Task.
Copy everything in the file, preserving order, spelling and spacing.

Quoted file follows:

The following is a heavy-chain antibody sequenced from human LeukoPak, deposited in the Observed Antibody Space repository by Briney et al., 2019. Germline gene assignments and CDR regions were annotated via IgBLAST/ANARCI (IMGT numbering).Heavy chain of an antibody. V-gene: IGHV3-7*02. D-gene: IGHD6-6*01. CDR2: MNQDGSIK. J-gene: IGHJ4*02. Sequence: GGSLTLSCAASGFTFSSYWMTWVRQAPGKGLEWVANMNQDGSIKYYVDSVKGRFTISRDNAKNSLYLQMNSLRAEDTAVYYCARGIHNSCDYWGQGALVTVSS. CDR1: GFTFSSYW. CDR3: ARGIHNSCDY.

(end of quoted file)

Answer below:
The following is a heavy-chain antibody sequenced from human LeukoPak, deposited in the Observed Antibody Space repository by Briney et al., 2019. Germline gene assignments and CDR regions were annotated via IgBLAST/ANARCI (IMGT numbering).Heavy chain of an antibody. V-gene: IGHV3-7*02. D-gene: IGHD6-6*01. CDR2: MNQDGSIK. J-gene: IGHJ4*02. Sequence: GGSLTLSCAASGFTFSSYWMTWVRQAPGKGLEWVANMNQDGSIKYYVDSVKGRFTISRDNAKNSLYLQMNSLRAEDTAVYYCARGIHNSCDYWGQGALVTVSS. CDR1: GFTFSSYW. CDR3: ARGIHNSCDY.